Book review: Love Me Tender by Constance Debré

Writer Constance Debré, from a prestigious French family quit her job as a lawyer and left her husband of twenty years in pursuit of herself as a butch lesbian. When she tells her ex-husband she is sleeping with women and wants a divorce, he responds by telling her that their eight year old son Paul hates her. He takes custody of their son and severs Debré’s relationship with him. Love Me Tender is about her journey as her life is falling apart.

I spit it out, I say, I’ve started seeing girls. Just in case there was any doubt in his mind, with the new short hair, the new tattoos, the look in general. It’s basically the same as before, obviously just a bit more distinct.

After six months Debré applies for joint custody, only to be accused of incest and paedophilia. The judge grants the ex-husband sole custody, and Debré only supervised visits under the watchful eyes of experts. One hours every fifteen days until the next hearing in two years time. By the time the courts grant her access rights to spend time alone with her son, the distance between them cannot be bridged, largely due to her ex-husband’s campaign against her. Eventually she gives up, grieves her son and moves on.

As for your dad and I, his anger towards me, everything he’s said about me, to the judge, to you, don’t take it to heart. Don’t be angry with him. This kind of thing happens all the time, arguments between two people who once loved each other. That’s the ways it’s always been, acid getting thrown in faces when people fall out of love.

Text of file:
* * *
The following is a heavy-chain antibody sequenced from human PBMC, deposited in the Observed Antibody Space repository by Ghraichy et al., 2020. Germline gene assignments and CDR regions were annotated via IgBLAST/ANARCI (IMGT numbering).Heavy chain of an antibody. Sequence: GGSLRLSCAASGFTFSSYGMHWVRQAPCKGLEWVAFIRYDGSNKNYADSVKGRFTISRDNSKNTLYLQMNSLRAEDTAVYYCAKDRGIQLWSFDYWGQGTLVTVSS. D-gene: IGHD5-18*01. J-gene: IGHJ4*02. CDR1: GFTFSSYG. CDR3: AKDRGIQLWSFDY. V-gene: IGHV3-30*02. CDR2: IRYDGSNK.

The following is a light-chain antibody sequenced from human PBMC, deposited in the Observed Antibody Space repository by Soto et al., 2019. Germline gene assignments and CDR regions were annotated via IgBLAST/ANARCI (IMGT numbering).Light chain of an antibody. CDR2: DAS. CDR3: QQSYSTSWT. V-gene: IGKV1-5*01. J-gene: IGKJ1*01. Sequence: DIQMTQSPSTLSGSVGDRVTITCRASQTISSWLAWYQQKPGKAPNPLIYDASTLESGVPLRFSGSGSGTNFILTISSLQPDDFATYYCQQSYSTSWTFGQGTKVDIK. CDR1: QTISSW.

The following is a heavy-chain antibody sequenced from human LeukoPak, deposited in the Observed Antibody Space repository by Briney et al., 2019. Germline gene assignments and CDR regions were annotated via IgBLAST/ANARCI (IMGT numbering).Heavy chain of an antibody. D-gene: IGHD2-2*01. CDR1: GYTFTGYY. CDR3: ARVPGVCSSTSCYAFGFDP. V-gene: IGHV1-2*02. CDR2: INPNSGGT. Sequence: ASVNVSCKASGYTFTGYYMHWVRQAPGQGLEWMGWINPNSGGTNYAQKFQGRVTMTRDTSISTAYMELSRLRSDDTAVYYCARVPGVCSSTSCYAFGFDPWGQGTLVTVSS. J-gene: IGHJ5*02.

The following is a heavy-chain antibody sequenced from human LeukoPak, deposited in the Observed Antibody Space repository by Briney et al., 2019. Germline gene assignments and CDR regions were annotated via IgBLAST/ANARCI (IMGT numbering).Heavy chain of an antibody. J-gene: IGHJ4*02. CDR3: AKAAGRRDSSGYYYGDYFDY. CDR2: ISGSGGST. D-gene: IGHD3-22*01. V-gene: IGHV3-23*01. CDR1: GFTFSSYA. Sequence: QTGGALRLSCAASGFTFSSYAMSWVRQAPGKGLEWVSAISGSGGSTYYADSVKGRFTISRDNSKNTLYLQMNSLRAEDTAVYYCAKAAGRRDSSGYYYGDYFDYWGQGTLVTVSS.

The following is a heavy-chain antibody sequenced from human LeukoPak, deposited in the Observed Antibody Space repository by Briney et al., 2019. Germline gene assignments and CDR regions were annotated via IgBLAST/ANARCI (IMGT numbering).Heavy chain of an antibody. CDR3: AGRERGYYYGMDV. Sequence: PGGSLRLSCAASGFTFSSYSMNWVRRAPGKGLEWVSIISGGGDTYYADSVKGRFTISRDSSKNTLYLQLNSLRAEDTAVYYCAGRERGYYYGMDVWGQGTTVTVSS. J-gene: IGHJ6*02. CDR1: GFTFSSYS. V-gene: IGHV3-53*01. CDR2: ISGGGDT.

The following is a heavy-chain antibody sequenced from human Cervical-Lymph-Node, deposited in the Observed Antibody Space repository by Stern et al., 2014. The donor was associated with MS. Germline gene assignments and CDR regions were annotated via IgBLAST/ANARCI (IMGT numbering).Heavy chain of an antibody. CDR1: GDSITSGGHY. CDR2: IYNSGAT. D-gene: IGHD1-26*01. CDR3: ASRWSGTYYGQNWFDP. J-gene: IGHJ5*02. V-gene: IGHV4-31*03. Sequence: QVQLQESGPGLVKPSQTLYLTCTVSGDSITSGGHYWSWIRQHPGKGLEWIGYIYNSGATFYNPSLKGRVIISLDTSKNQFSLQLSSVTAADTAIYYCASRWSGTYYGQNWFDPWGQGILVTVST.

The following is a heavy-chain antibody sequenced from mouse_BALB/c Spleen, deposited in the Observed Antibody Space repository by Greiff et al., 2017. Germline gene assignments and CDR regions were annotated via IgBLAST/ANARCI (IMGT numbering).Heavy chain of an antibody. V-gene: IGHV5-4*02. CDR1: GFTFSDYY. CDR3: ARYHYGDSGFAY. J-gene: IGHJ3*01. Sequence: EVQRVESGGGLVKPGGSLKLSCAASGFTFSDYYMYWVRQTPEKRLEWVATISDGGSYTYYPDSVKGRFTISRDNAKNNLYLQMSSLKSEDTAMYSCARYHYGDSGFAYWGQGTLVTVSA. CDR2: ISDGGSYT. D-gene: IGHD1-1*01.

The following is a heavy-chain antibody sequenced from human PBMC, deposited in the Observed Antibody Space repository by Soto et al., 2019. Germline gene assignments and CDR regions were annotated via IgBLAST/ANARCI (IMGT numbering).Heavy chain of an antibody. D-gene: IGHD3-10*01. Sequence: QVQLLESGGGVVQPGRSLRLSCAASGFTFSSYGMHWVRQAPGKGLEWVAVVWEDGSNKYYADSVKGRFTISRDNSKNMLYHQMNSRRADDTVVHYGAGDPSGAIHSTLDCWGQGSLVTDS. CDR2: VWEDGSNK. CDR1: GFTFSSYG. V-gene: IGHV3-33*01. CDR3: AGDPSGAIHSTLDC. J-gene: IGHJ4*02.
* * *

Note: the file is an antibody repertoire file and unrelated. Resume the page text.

Debré’s life shrinks. She gives up the apartment that she once shared with her son to stay in cheap studios and the beds of lovers and friends. She sheds possessions down to three t-shirts, two pairs of jeans, an old leather jacket and a Rolex. She spends her time swimming, smoking cigarettes and having sex. Swimming keeps her sane. Sex is addiction, not romance – it obliterates the self.

I don’t know if you hate me. You don’t have to answer. You’re allowed to hate me. In fact, hate is a necessary part of love. There is no love without hate. Anyone who says otherwise is a liar or a coward.

Love Me Tender tracks Debré’s transformation. She does not just come out and continue her life trajectory. She sheds people and things and femininity and embraces a kind of machismo, shaving her head, getting tattoos and giving her lovers, ‘the girls’, a number rather than a name.

I don’t see why the love between a mother and son should be any different from other kinds of love. Why shouldn’t we be allowed to stop loving each other? Why shouldn’t we be allowed to break up?

Her refusal to participate in a way that is expected of a woman of her class results in her sliding from her formerly bourgeois life and being rejected by her family. As her roles as a wife, mother and professional dissolve, she becomes a new person and takes on a new existence and life and relationship to the world.

I wasn’t made for the domestic life. That’s usually the reason it doesn’t work out with girls.